How and how long should lamb be kept frozen?

Frozen  lamb will keep indefinitely at a temperature of 0°F or lower. For best quality, use frozen roasts and chops within 6-9 months and ground lamb within 3-4 months.
For freezing, lamb should be tightly wrapped. Prepackaged, raw, unfrozen lamb sold in stores may be wrapped using a process called modified atmosphere packaging (MAP). The air in the package is replaced with gases such as nitrogen that don’t interact, like oxygen does, with food components.  Products wrapped this way may be puffed up on top by this gas. Lamb should not be frozen in this type of packaging because water can migrate from the food to  the head space (the bubble)  created by the gas; the result will be dehydration and freezer burn. Also,  the plastic wrap over the head space can tear if something heavy is placed on it. Then product will dry out and develop freezer burn.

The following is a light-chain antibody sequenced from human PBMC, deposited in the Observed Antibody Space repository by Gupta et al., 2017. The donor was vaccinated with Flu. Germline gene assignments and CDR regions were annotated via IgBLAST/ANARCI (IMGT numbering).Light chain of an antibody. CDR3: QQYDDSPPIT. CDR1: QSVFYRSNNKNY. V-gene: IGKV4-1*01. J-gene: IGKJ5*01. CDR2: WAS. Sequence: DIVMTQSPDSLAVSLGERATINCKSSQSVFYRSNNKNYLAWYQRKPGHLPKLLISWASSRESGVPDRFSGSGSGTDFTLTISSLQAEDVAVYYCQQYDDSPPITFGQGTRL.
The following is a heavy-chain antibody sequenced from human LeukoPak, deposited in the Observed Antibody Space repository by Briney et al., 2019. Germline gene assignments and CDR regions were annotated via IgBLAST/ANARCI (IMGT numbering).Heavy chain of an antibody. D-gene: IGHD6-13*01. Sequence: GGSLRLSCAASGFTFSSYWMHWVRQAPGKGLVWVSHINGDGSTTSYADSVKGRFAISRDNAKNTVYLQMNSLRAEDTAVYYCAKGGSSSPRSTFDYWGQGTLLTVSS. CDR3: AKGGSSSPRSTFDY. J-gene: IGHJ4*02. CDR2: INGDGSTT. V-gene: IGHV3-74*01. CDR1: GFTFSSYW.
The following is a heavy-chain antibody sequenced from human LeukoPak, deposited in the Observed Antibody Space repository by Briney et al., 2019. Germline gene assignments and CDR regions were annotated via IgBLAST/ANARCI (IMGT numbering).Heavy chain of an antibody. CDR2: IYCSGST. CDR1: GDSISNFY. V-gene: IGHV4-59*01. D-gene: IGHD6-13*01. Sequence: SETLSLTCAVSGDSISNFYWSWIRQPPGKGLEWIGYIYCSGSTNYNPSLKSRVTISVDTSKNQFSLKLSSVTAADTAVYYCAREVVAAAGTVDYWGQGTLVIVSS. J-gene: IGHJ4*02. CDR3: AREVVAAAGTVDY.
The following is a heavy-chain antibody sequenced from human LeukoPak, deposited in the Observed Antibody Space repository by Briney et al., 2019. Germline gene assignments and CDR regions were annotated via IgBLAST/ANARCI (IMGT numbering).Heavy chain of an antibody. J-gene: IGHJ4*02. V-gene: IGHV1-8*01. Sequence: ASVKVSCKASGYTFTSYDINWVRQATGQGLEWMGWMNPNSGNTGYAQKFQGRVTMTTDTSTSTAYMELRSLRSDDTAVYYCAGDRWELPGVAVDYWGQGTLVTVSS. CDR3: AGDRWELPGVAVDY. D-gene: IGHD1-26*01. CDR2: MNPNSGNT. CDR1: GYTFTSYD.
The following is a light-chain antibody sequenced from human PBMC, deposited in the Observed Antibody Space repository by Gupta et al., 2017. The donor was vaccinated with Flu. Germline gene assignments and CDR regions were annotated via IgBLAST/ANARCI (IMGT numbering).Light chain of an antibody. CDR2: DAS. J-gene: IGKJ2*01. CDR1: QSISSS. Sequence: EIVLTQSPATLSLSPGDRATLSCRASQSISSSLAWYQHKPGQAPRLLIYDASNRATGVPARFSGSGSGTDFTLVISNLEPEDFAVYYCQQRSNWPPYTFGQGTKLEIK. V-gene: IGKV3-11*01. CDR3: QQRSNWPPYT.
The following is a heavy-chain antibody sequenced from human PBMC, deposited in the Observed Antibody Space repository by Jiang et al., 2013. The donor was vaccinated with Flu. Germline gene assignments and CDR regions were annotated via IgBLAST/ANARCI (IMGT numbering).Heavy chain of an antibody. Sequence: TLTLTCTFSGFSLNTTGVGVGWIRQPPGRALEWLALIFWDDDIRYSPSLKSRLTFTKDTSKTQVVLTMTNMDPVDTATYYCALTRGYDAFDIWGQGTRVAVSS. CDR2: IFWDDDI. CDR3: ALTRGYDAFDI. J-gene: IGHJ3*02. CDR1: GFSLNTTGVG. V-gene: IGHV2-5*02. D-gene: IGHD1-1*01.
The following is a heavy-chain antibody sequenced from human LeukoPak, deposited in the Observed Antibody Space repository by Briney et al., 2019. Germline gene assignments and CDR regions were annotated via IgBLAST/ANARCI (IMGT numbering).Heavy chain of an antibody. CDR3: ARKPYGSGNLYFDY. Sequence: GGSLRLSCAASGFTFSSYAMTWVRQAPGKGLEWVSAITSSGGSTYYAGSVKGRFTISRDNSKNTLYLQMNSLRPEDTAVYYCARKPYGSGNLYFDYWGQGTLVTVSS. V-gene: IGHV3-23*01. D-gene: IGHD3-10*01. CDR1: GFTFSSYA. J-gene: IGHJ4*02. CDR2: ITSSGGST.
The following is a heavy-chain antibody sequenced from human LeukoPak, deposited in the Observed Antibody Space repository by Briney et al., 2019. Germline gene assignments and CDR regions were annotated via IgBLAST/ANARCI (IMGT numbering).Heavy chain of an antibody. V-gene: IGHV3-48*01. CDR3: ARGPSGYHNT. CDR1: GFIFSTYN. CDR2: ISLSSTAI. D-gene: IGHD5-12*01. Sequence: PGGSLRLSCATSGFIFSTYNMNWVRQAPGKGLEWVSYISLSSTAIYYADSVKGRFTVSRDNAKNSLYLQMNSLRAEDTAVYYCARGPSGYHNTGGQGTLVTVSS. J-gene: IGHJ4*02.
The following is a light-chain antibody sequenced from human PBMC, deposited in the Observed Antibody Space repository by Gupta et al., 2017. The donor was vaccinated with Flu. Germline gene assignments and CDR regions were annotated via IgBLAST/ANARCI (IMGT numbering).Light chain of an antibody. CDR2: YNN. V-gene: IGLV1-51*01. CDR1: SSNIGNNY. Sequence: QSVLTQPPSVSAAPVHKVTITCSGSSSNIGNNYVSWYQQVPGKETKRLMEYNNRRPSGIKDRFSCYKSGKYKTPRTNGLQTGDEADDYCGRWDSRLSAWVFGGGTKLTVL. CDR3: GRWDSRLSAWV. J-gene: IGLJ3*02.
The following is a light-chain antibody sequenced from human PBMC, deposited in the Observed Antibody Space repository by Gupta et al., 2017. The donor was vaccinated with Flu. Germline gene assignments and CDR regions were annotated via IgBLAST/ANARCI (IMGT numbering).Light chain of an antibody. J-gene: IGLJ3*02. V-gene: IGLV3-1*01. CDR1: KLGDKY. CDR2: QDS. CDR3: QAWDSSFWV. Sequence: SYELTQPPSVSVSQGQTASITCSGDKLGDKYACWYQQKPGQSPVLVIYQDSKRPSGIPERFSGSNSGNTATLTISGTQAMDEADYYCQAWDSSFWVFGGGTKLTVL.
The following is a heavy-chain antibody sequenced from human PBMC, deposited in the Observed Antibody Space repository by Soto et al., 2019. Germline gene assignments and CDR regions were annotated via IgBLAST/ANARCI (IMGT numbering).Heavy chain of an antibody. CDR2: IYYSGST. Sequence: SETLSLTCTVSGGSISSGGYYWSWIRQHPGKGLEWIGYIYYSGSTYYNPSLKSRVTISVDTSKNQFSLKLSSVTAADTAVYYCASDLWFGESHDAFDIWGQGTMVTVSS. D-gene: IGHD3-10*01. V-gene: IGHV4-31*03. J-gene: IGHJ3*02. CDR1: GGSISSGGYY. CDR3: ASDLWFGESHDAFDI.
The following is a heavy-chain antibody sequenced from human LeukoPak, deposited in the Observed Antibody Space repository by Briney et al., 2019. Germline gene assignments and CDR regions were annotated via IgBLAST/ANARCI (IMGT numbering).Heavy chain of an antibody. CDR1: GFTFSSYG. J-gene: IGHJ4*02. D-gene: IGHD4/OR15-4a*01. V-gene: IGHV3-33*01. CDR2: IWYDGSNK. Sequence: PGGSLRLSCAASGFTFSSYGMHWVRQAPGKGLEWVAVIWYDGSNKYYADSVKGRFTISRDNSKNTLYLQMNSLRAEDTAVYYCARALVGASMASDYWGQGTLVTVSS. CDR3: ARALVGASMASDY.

For long-term freezing, overwrap the store plastic with freezer storage wraps or bags. This will prevent freezer burn, which appears as grayish-brown leathery spots and is caused by air reaching the surface of food. If defrosted lamb does show signs of freezer burn, it does not mean the meat is unsafe to eat. Just cut these portions away either before or after cooking. Heavily freezer-burned lamb is likely to be of poor quality, so it should be discarded.
USDA Fact Sheet "Lamb From Farm to Table"


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